Midnight in Altona

What must it be like for her, you wonder, when the darkness engulfs a lonely home? Is this it, what the years of hack work and sacrifice were all about, the dividend accruing from all those unpalatable alliances and timely betrayals? She is alone now, cut loose and abandoned, in a place no thermostat can warm, with only a smart phone’s muted purr to serve for human contact. It’s midnight and dawn is a memory, no longer a prospect. How long to go? One hundred days-and-shrinking, but the voices babbling on the telly, even on her very own ABC, continue to speak as one. There will be no light between now and then.

Except from the mobile, which glows briefly in the gloom to announce tomorrow’s texted talking points. At least the Scotsman is still on the job even as the men of little faith pack up their offices and tap the networks of campus mates and think-tankers in quest of comfy sinecures. No need for her to check that purring phone and scan the next day’s script. It will be more of the same, and familiarity will make it no great challenge to get the latest lines down pat.

It’s his fault, that bastard across the dispatch box, always his fault. The mantra never varies, except for the volume. But shrieked and snarled, or whispered to the latest batch of mummy bloggers favoured with her presence, it matters not, because the damn message just won’t stick. It is dark and getting darker, and she is her own last and true believer.

It requires an effort of will, of supreme belief in self, but she can still believe – she has to believe — that miracles will happen, despite the trail of flops and stumbles, of lies and waste and the necessary deceits her enemies never tire of flinging at her feet.  From burning roofs to drowning Afghans, none to her eyes are failures of principle or competence, just petty mishaps one and all, blown out of proportion by Rupert Murdoch’s imps and the hate media’s misogynists. Now there is the sorry mess of asbestos pits and this latest broadband business, which truth be told she never really grasped.

The web at the speed of light, that was the slogan, but what did it really mean? Life-saving diagnoses in the desert, smarter kids and better teaching — well that was the message the ad men were being paid to pitch.  Down the street and around the corner, behind a million shaded windows and closed doors, the little people she thought she knew so well would be able to view their porn and action flicks without a hiccup. Fifty billion dollars is quite the sum to pay for access to instant videos of piano-playing cats, but who can put a price on votes or vision, especially when the two had always been so thoroughly intertwined? Damn them, those outer suburban trolls, too dim to recognise the gifts she had given them in and of herself.

She had laid before them her treasures of tinsel and sheen, a 30-month circus of attractions and distractions, and their gratitude was to be a September mugging, for that is what all the latest numbers say. Why did her parents bring her to such an ungrateful land? Amusements for the masses – they  should have kept the little people occupied while the greatest minds since Gough regulated the future for one and  all, which is no less than what those born to rule are supposed to do. She and her fellow smart ones had known from childhood that power would be their destiny. Yet where was the applause, the deference and respect? There was none of that, the polls insisted, only an impatience to see her gone.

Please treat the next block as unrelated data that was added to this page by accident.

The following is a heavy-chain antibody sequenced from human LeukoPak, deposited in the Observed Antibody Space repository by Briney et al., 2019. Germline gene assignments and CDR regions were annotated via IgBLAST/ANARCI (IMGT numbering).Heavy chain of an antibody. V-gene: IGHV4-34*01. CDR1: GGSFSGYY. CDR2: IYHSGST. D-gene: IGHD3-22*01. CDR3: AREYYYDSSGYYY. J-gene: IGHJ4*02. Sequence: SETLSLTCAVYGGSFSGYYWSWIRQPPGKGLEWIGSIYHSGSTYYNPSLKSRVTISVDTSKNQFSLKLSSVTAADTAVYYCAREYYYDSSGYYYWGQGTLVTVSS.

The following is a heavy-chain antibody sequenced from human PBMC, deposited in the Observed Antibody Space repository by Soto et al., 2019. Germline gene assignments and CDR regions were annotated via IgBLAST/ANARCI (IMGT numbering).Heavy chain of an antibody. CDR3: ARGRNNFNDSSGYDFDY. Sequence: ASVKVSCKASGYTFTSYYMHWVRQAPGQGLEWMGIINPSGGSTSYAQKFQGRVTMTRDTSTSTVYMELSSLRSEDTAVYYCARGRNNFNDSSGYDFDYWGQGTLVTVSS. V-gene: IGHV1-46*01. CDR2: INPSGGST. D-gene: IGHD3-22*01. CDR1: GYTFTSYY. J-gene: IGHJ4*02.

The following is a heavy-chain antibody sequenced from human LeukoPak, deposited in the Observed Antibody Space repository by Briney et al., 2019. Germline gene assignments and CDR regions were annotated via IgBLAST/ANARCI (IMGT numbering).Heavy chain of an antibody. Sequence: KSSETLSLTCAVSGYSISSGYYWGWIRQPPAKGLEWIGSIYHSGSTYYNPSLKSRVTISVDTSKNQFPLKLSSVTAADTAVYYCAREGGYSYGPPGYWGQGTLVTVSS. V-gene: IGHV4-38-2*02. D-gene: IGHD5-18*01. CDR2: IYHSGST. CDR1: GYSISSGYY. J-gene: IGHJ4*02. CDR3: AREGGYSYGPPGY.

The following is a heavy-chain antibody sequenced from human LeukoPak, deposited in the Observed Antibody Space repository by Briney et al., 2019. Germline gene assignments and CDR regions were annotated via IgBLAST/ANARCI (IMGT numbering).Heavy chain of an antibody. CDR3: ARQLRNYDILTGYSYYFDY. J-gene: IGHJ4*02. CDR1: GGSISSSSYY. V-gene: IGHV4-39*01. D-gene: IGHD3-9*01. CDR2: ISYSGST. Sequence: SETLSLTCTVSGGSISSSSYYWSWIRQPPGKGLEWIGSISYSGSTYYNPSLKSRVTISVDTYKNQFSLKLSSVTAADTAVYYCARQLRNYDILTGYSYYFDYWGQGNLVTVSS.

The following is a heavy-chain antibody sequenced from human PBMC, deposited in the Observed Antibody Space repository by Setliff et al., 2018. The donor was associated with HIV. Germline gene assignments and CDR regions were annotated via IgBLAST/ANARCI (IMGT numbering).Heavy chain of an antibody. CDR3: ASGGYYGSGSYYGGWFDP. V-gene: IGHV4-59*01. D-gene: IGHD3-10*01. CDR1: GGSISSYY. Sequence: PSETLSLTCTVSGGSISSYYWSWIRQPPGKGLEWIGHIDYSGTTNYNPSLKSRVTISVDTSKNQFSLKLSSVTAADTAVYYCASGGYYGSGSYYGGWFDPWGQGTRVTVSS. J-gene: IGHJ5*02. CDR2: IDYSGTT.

If bribery didn’t work then terror might. She had done her best to scare ’em half to death, especially the kids, with tales of endless droughts and fires and starving polar bears, and she had put big money into it, too. Research that was bought and paid for, a raving palaeontologist on a $1200 per diem to preach the horrors of an incinerated planet, and all of it packaged and presented by a press so tame and beholdin’ there were times when even she was amazed by its docility.

That messy business with the old boyfriend, his fleeced funds and how she had been fired from her law firm, it prompted scarce little curiosity. So, too, the Fitzroy terrace and her ex-lover’s dubious power of attorney, not to mention the free front fence, and by the word of a former associate, at least one sly envelope stuffed with union cash. Yet the Fourth Estate had barely raised an eyebrow. Yes, there had been dissenters, but mostly she had stomped them into silence, if only temporarily.

Even in the gloom she could smile at the clout and privilege her office conveyed, which is what wielding power is all about. A couple of Saturday morning phone calls and talk of regulation, that was all it took for querulous media executives to fire one troublesome reporter and banish another from the airwaves. Now that was impressive.  Leave it to a strong woman if you want to get things done!

The phone flickered to life once more, purring briefly to announce the Scotsman’s latest take on the state of play. Rumblings here, there and all over, is his latest update. Knots of anxious faces falling silent as he walks by, that’s what he is seeing. She is safe, still safe, he advises, because only a few of the corridor gossips are returning his gaze direct. Brutus and Cassius looked Caesar in the eye when their blades slammed home, but this lot were for the most part still staring at their shoes. Your enemies remain too scared to strike, she reads, and once again hope flickers.

Time for a bedtime cocoa, with no need any longer to get out that second cup. Alone these last and final days with only ambition and frustration as her companions, she watches the days tick down and the darkness closing in, but still with the will to snarl at the dispatch box and spit a bit more venom.

His fault. Always his fault. Not hers. Never hers.

Roger Franklin is the editor of Quadrant Online

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